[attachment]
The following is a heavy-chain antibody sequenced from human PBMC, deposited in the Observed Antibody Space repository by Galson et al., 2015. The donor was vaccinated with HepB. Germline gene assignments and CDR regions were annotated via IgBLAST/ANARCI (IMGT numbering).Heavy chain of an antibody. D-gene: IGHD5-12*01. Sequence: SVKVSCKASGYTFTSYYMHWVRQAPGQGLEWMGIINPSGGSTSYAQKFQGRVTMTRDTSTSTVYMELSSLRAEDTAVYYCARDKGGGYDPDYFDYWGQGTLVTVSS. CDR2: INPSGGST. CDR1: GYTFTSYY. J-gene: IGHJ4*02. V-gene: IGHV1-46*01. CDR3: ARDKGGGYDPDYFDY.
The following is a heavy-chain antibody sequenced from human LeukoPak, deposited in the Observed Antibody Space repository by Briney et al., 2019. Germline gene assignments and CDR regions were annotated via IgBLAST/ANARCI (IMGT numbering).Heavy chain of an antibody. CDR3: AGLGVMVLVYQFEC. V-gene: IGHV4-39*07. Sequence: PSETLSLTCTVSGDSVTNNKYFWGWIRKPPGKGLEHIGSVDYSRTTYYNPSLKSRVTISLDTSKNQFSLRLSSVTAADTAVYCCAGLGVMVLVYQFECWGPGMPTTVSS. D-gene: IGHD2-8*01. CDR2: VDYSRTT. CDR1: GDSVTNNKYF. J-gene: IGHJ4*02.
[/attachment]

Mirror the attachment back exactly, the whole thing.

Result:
The following is a heavy-chain antibody sequenced from human PBMC, deposited in the Observed Antibody Space repository by Galson et al., 2015. The donor was vaccinated with HepB. Germline gene assignments and CDR regions were annotated via IgBLAST/ANARCI (IMGT numbering).Heavy chain of an antibody. D-gene: IGHD5-12*01. Sequence: SVKVSCKASGYTFTSYYMHWVRQAPGQGLEWMGIINPSGGSTSYAQKFQGRVTMTRDTSTSTVYMELSSLRAEDTAVYYCARDKGGGYDPDYFDYWGQGTLVTVSS. CDR2: INPSGGST. CDR1: GYTFTSYY. J-gene: IGHJ4*02. V-gene: IGHV1-46*01. CDR3: ARDKGGGYDPDYFDY.
The following is a heavy-chain antibody sequenced from human LeukoPak, deposited in the Observed Antibody Space repository by Briney et al., 2019. Germline gene assignments and CDR regions were annotated via IgBLAST/ANARCI (IMGT numbering).Heavy chain of an antibody. CDR3: AGLGVMVLVYQFEC. V-gene: IGHV4-39*07. Sequence: PSETLSLTCTVSGDSVTNNKYFWGWIRKPPGKGLEHIGSVDYSRTTYYNPSLKSRVTISLDTSKNQFSLRLSSVTAADTAVYCCAGLGVMVLVYQFECWGPGMPTTVSS. D-gene: IGHD2-8*01. CDR2: VDYSRTT. CDR1: GDSVTNNKYF. J-gene: IGHJ4*02.